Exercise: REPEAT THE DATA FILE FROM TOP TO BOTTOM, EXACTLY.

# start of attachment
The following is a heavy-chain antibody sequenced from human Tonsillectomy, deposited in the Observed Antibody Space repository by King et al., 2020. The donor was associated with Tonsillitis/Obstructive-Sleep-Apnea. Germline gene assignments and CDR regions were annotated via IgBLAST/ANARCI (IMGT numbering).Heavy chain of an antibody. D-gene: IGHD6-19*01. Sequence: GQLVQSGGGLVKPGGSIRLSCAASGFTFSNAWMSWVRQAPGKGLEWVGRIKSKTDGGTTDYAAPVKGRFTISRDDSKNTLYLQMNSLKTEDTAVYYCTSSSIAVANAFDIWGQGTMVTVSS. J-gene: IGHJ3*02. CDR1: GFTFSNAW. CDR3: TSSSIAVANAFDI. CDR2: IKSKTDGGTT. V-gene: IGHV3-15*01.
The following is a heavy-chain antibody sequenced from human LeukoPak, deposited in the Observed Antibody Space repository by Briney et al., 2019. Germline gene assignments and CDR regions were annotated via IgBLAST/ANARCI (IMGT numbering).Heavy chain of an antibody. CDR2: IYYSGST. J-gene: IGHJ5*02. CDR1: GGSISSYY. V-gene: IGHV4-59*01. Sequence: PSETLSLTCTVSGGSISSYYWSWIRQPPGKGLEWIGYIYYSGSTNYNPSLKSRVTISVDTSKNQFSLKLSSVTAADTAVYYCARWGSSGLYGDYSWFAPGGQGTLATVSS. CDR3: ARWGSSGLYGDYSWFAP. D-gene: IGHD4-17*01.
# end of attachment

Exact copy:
The following is a heavy-chain antibody sequenced from human Tonsillectomy, deposited in the Observed Antibody Space repository by King et al., 2020. The donor was associated with Tonsillitis/Obstructive-Sleep-Apnea. Germline gene assignments and CDR regions were annotated via IgBLAST/ANARCI (IMGT numbering).Heavy chain of an antibody. D-gene: IGHD6-19*01. Sequence: GQLVQSGGGLVKPGGSIRLSCAASGFTFSNAWMSWVRQAPGKGLEWVGRIKSKTDGGTTDYAAPVKGRFTISRDDSKNTLYLQMNSLKTEDTAVYYCTSSSIAVANAFDIWGQGTMVTVSS. J-gene: IGHJ3*02. CDR1: GFTFSNAW. CDR3: TSSSIAVANAFDI. CDR2: IKSKTDGGTT. V-gene: IGHV3-15*01.
The following is a heavy-chain antibody sequenced from human LeukoPak, deposited in the Observed Antibody Space repository by Briney et al., 2019. Germline gene assignments and CDR regions were annotated via IgBLAST/ANARCI (IMGT numbering).Heavy chain of an antibody. CDR2: IYYSGST. J-gene: IGHJ5*02. CDR1: GGSISSYY. V-gene: IGHV4-59*01. Sequence: PSETLSLTCTVSGGSISSYYWSWIRQPPGKGLEWIGYIYYSGSTNYNPSLKSRVTISVDTSKNQFSLKLSSVTAADTAVYYCARWGSSGLYGDYSWFAPGGQGTLATVSS. CDR3: ARWGSSGLYGDYSWFAP. D-gene: IGHD4-17*01.